Perspectives, Issues, Research and Practice
- New Horizons in Management series
Edited by Simon L. Albrecht
Chapter 19: Engagement and “Job Crafting”: Engaged Employees Create their Own Great Place to Work
19 Engagement and “job crafting”: engaged employees create their own great place to work Arnold B. Bakker Introduction Each year, the Great Place to Work Institute produces a list with the best companies to work for, representing workplaces in 40 countries around the world. The selection of companies is based upon employee and management surveys regarding the relationships employees have with management, colleagues, and with their own jobs. Companies that take good care of their employees receive the highest rankings. The question how companies can design great places to work has stimulated organizational psychology research for several decades. This has resulted in job design theories that can explain employee motivation and retention. The central assumption in these theories is that job characteristics with motivational potential (for example, job resources like autonomy, feedback, task identity) will lead to meaningful work and high productivity (Hackman & Oldham, 1980; Fried & Ferris, 1987). Research has indeed shown that job resources are important facilitators of employee engagement, particularly under conditions of high job demands (Bakker & Demerouti, 2008), and that engagement, in turn, has a positive impact on job performance (Bakker, 2009). However, engaged employees are by no means passive actors in their work organizations. Instead, I shall argue that they are proactive job crafters who mobilize their own job challenges and job resources. Thus, this chapter proposes a proactive perspective of employee engagement in which engaged employees craft their own jobs to sustain their own engagement. Proactive perspectives “capture the growing importance of employees taking initiative...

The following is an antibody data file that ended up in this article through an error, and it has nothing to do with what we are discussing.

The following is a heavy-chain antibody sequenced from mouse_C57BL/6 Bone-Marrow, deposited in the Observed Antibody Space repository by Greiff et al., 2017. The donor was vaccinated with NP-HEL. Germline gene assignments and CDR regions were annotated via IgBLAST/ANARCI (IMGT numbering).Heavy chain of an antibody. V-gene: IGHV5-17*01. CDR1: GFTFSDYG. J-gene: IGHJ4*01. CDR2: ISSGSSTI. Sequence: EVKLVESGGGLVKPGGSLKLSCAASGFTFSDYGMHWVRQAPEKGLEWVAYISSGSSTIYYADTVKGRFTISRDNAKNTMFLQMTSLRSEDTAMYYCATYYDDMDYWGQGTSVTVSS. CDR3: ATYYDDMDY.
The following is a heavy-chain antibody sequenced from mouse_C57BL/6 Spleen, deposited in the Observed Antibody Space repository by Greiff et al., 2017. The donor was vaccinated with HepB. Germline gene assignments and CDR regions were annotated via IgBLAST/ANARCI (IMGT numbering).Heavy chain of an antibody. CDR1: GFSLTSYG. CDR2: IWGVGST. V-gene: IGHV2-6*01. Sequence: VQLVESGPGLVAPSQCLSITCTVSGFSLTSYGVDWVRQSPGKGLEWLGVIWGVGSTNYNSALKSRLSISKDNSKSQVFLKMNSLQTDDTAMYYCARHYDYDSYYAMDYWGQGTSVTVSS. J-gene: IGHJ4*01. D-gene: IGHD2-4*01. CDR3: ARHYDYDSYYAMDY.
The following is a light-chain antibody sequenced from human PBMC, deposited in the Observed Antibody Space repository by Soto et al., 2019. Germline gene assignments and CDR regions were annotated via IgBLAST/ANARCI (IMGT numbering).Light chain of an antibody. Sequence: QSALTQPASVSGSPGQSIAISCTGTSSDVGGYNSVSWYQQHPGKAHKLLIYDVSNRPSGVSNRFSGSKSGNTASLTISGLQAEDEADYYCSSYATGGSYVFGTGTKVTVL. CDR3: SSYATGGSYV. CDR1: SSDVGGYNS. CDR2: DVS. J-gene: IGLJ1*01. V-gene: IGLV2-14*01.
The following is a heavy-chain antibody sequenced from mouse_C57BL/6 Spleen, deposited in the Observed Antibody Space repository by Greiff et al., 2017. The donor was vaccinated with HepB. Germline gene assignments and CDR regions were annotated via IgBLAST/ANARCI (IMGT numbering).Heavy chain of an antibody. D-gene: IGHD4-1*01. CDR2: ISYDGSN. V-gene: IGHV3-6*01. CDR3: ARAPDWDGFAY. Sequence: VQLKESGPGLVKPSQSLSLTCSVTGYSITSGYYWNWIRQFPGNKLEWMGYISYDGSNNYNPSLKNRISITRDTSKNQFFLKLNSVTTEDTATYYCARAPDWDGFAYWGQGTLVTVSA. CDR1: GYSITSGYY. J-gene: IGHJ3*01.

You are not authenticated to view the full text of this chapter or article.
Elgaronline requires a subscription or purchase to access the full text of books or journals. Please login through your library system or with your personal username and password on the homepage.
Non-subscribers can freely search the site, view abstracts/ extracts and download selected front matter and introductory chapters for personal use.
Your library may not have purchased all subject areas. If you are authenticated and think you should have access to this title, please contact your librarian.